What is a Shivaree? A coworker explained during high school it was a custom in Northwest Arkansas. It was a custom I had never heard of and hoped I would never experience. He explained it was part of the wedding night celebration. The newlywed’s friends would circle their home, creating a loud ruckus for hours usually accompanied by threats to come in and drag the bride or groom outside. At times the threat would become reality. Imagine a bride in her nightgown paraded outside in a wheelbarrow. Do you think they could “feel the love” of those standing outside?
Those on opposite sides do not always appreciate how those on the other side genuinely feel. Perhaps that is why God gave us two ears and one mouth. Both sides need to hear each other’s legitimate and illegitimate concerns. Most persons and groups want to influence not irritate those with whom they disagree. How can we help them hear each other?
First, be informed. Listen carefully when told someone “said” something you believe is wrong. Confirm the truth. What is the source? Sometimes it is “reported” that someone said. Who reported? Did they cite their sources? Context is important to accurately understand facts.
The recent gnashing of teeth over Trump’s proposed cap of 50,000 refugees annually is not much of a reduction. The U.S. State Department website records the annual average of refugee admissions into the U.S. over the 2000-2015 period was 54,600.
Second, be respectful. Be careful of calling names. Make sure you are not what you accuse the other of. The college Republicans at UC Berkley invited Milo Yiannopoulos to speak. The police canceled the talk after 150 masked agitators threw Molotov cocktails, smashed windows where Yiannopoulos was scheduled to speak and threw rocks and fireworks at the police.
They were incensed that such a bigoted, intolerant, hateful person would speak on campus. A bigot is “a person who is utterly intolerant of any differing creed, belief, or opinion”. Was Yiannopoulos or the protestors the most bigoted and intolerant last Wednesday?
It may be legal to protest, but some times and places are more respectful than others. Respect builds goodwill and is fair to all. It helps both sides truly hear the thoughts and emotions of their opponents.
Third, do not miss an opportunity to bless. A person being blessed is more open than one being cursed. Gen. 1:27 records, “So God created humankind in his image, in the image of God he created them; male and female he created them”. Everyone is a person of worth regardless of race, creed, or gender. Undocumented workers and their families are precious human beings created in the image of God, not illegal aliens almost less than human.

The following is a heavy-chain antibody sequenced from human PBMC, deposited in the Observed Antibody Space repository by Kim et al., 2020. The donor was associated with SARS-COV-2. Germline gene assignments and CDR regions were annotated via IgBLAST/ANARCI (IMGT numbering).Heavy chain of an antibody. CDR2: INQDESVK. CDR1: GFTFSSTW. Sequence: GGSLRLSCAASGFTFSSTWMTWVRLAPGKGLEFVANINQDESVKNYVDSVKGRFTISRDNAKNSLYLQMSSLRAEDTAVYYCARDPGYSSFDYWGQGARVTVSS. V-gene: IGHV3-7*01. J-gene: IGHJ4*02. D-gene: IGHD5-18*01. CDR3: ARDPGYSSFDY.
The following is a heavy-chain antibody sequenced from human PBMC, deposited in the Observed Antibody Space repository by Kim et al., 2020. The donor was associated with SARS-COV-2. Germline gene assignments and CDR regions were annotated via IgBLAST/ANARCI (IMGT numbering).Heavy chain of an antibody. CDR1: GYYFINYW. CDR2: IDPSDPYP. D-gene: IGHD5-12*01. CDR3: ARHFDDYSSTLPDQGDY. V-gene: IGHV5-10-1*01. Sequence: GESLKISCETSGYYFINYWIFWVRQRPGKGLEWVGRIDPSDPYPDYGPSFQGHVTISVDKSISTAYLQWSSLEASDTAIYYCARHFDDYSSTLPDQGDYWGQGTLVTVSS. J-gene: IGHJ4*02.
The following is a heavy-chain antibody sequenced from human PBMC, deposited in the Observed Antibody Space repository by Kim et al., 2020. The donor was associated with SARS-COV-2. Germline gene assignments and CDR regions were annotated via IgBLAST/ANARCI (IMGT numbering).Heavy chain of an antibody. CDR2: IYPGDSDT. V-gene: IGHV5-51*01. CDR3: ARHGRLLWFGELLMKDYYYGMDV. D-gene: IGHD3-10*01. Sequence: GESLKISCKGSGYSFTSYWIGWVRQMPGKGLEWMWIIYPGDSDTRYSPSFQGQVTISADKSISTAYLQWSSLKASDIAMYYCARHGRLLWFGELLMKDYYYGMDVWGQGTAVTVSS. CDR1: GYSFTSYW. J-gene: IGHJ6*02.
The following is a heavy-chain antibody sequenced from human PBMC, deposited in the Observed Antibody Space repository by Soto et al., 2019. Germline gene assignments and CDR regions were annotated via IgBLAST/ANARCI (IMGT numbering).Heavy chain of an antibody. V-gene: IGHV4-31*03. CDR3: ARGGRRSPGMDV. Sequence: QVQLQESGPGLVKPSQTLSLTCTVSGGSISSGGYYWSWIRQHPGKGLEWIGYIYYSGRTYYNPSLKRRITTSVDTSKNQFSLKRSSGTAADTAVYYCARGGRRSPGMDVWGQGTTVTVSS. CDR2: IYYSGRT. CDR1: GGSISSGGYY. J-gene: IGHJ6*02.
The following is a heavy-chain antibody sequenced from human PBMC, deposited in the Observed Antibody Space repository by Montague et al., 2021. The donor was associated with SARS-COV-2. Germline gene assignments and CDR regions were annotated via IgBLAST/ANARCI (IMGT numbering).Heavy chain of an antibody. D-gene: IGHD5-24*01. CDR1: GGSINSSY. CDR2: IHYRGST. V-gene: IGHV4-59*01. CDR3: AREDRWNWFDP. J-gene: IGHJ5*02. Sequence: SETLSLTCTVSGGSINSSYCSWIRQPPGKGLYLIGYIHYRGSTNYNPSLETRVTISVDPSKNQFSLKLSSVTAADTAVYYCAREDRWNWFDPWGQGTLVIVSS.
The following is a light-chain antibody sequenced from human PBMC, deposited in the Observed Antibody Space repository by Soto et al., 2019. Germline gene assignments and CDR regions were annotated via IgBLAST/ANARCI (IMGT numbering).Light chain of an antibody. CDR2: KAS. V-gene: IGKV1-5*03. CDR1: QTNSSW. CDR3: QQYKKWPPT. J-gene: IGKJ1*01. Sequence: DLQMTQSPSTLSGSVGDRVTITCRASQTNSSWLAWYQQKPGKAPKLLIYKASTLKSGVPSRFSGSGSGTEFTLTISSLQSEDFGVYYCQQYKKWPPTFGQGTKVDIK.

The Mosaic law frequently associates aliens and strangers with widows, orphans, the poor and Levites. The Intervarsity organization notes how this emphasizes that a foreigner’s life is not an easy one. “His work is often hard and poorly paid, and he may not be able to afford good housing. In addition to any material difficulties he may face, there are emotional challenges: he is an uprooted person, deprived of the comfort of his native language, family, and friends.” Perhaps the present situation is an opportunity for Christians to share in words and deeds the love story of Jesus Christ with people who may be more than ready to hear it.
I cannot help every person who comes to my door needing help. Neither can local churches, local ministries such as the Manna Center and Genesis House, nor the United States. The need is too great. It is not safe to open the door every time there is a knock. Precautions must be in place and common sense activated. Then again, the paralysis of analysis and fear must not be allowed to lead either.
God shows his care for everyone. Christ followers receive God’s love and share it. This is not a sentimentality only kind of love. It is described in Hebrews 12 this way: “the LORD disciplines those he loves, and he punishes each one he accepts as his child.” It is time. Stand for love; Christ’s love.